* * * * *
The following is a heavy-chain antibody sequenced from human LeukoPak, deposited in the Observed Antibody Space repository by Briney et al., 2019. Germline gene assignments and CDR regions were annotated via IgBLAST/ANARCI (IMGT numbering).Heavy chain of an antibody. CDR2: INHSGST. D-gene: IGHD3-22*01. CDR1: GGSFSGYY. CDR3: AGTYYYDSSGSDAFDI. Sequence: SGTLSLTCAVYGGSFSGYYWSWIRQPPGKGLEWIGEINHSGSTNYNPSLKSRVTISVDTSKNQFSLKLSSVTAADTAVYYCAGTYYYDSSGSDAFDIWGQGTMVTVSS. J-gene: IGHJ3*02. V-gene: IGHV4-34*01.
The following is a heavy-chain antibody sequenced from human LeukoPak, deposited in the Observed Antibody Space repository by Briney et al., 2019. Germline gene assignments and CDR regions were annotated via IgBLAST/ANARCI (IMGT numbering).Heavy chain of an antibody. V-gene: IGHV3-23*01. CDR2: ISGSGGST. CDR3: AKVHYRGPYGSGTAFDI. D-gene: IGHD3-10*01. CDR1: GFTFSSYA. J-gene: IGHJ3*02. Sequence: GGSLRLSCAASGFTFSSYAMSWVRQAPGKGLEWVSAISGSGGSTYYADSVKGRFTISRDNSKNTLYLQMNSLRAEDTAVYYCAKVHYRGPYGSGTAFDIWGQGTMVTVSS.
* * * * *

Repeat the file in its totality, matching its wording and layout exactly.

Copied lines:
The following is a heavy-chain antibody sequenced from human LeukoPak, deposited in the Observed Antibody Space repository by Briney et al., 2019. Germline gene assignments and CDR regions were annotated via IgBLAST/ANARCI (IMGT numbering).Heavy chain of an antibody. CDR2: INHSGST. D-gene: IGHD3-22*01. CDR1: GGSFSGYY. CDR3: AGTYYYDSSGSDAFDI. Sequence: SGTLSLTCAVYGGSFSGYYWSWIRQPPGKGLEWIGEINHSGSTNYNPSLKSRVTISVDTSKNQFSLKLSSVTAADTAVYYCAGTYYYDSSGSDAFDIWGQGTMVTVSS. J-gene: IGHJ3*02. V-gene: IGHV4-34*01.
The following is a heavy-chain antibody sequenced from human LeukoPak, deposited in the Observed Antibody Space repository by Briney et al., 2019. Germline gene assignments and CDR regions were annotated via IgBLAST/ANARCI (IMGT numbering).Heavy chain of an antibody. V-gene: IGHV3-23*01. CDR2: ISGSGGST. CDR3: AKVHYRGPYGSGTAFDI. D-gene: IGHD3-10*01. CDR1: GFTFSSYA. J-gene: IGHJ3*02. Sequence: GGSLRLSCAASGFTFSSYAMSWVRQAPGKGLEWVSAISGSGGSTYYADSVKGRFTISRDNSKNTLYLQMNSLRAEDTAVYYCAKVHYRGPYGSGTAFDIWGQGTMVTVSS.